A $550 professional LED
A $7.50 worklight with a fluorescent lamp
Yeah, both are trick questions as you can tell from the article’s title. In most cases the Canon 5DII is probably a better camera to use than the Sony NEX-7, but there are times when the Sony is better. Same goes for the lights. A $7.50 clamp-on worklight can be a better tool than a professional light in some situations.
In the photo below, an uncorrected frame grab from the raw footage, two sources of light illuminate the actor.
The candle in the shot is one. The key light is in the next photo down—a Home depot worklight.
The work light is equipped with a 100 watt equivalent lamp (also purchased at Home Depot) labeled “warm white”. It checked out with my Gossen color temperature meter at a little under 2800K. I thought it would be close enough to the candle. I made a snoot of sorts out of a piece of blackwrap to keep the light off the background. It was clamped to the curtain rod shown in the photo but then moved to an open door to get it in a better position.
The sample shot is from a sequence shot mostly in a dark room with lots of candles. I bought four worklights for the sequence but needed only two. The camera was the 5DII. All the shots were done using an ancient pre-AI Nikkor 35mm f2 or a Zeiss ZE 50mm f1.4. The frame grab of the actor here was shot with the Zeiss lens.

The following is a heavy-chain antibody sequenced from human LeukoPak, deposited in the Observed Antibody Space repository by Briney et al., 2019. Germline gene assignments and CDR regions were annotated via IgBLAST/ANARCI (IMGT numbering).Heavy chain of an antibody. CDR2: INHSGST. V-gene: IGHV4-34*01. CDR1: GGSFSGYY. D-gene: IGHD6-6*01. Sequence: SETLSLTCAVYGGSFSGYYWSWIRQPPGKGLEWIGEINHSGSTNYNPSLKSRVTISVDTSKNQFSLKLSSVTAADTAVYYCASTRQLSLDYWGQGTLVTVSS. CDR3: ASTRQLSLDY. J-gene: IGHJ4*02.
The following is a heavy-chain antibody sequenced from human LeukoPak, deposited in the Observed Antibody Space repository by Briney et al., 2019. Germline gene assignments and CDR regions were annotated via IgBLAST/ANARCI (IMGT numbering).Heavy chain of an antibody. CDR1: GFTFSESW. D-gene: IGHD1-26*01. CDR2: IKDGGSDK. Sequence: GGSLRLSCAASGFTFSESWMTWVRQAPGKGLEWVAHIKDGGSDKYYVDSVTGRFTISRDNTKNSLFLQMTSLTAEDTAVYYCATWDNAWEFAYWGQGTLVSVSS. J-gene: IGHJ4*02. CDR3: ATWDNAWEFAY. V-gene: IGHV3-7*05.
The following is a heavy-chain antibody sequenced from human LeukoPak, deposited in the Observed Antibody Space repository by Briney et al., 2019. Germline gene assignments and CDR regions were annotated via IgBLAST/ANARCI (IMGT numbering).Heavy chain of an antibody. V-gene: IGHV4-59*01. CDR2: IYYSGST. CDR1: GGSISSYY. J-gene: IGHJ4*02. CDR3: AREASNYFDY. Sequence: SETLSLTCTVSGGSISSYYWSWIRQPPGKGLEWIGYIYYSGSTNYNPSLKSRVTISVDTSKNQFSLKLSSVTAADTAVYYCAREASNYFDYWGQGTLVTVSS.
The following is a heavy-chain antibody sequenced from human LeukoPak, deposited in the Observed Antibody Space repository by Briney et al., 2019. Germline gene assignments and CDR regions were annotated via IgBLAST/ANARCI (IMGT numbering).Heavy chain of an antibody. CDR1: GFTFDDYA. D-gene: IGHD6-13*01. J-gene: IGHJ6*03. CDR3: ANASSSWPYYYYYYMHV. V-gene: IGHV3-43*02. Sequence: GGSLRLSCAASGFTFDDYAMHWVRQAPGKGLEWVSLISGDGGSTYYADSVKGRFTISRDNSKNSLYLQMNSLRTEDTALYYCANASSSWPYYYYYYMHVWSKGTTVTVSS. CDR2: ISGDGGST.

The third photo was unfortunately shot by somebody else with my iPhone, but if you look hard you can see the Sony NEX-7 in my left hand, a work light in my right hand, and an LED500 beside me as I lie under a truck trying to get a nearly impossible-to-light shot. I was just getting ready when this photo was taken. For the actual shot, I ended up with the LED partially on my chest, and the worklight clamped to a mayfer clamp attached to a part of the truck frame. I did the shot with the NEX-7 up against my eye, using the built-in EVF.
For this shot the NEX-7 was the better tool over the 5DII because with my Zacuto Z-finder attached to the back of the camera, and the 24-105 lens on the front, the whole package was too long to fit in the space. I had tried the shot with the camera on a beanbag using my Zacuto EVF separated out from the rig so I could see it, but that wasn’t working out very well. I needed to be there on my back to see things with the naked eye. Since the NEX-7 has a built-in EVF, the camera itself with viewfinder is about an inch thick. The lens adds about 3 inches, so there was plenty of room to maneuver.
I have a 50mm Nikkor micro lens for the 5DII but it wasn’t wide enough, and the 24-105, which has a macro function, was too long. The smaller camera became the one to use.
The NEX-7 has a nice focus assist too, so it was easy to shift focus as needed during the shooting.